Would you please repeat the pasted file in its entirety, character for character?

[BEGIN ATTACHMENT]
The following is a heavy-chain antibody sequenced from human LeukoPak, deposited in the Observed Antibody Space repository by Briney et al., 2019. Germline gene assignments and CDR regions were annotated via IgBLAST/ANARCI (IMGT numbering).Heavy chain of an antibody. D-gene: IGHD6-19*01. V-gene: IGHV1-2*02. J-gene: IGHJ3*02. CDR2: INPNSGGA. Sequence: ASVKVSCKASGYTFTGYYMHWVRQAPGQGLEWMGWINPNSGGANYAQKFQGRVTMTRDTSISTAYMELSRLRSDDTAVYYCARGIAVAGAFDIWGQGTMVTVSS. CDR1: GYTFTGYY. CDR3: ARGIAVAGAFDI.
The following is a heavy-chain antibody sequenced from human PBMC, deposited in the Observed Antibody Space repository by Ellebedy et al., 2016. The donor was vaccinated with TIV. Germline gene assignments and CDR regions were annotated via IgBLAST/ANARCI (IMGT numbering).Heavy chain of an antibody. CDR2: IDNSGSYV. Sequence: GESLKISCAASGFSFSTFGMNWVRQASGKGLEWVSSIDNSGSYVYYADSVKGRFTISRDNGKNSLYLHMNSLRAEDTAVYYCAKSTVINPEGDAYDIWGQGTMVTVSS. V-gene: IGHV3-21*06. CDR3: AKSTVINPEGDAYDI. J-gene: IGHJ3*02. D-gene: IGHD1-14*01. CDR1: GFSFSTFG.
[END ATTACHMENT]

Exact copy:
The following is a heavy-chain antibody sequenced from human LeukoPak, deposited in the Observed Antibody Space repository by Briney et al., 2019. Germline gene assignments and CDR regions were annotated via IgBLAST/ANARCI (IMGT numbering).Heavy chain of an antibody. D-gene: IGHD6-19*01. V-gene: IGHV1-2*02. J-gene: IGHJ3*02. CDR2: INPNSGGA. Sequence: ASVKVSCKASGYTFTGYYMHWVRQAPGQGLEWMGWINPNSGGANYAQKFQGRVTMTRDTSISTAYMELSRLRSDDTAVYYCARGIAVAGAFDIWGQGTMVTVSS. CDR1: GYTFTGYY. CDR3: ARGIAVAGAFDI.
The following is a heavy-chain antibody sequenced from human PBMC, deposited in the Observed Antibody Space repository by Ellebedy et al., 2016. The donor was vaccinated with TIV. Germline gene assignments and CDR regions were annotated via IgBLAST/ANARCI (IMGT numbering).Heavy chain of an antibody. CDR2: IDNSGSYV. Sequence: GESLKISCAASGFSFSTFGMNWVRQASGKGLEWVSSIDNSGSYVYYADSVKGRFTISRDNGKNSLYLHMNSLRAEDTAVYYCAKSTVINPEGDAYDIWGQGTMVTVSS. V-gene: IGHV3-21*06. CDR3: AKSTVINPEGDAYDI. J-gene: IGHJ3*02. D-gene: IGHD1-14*01. CDR1: GFSFSTFG.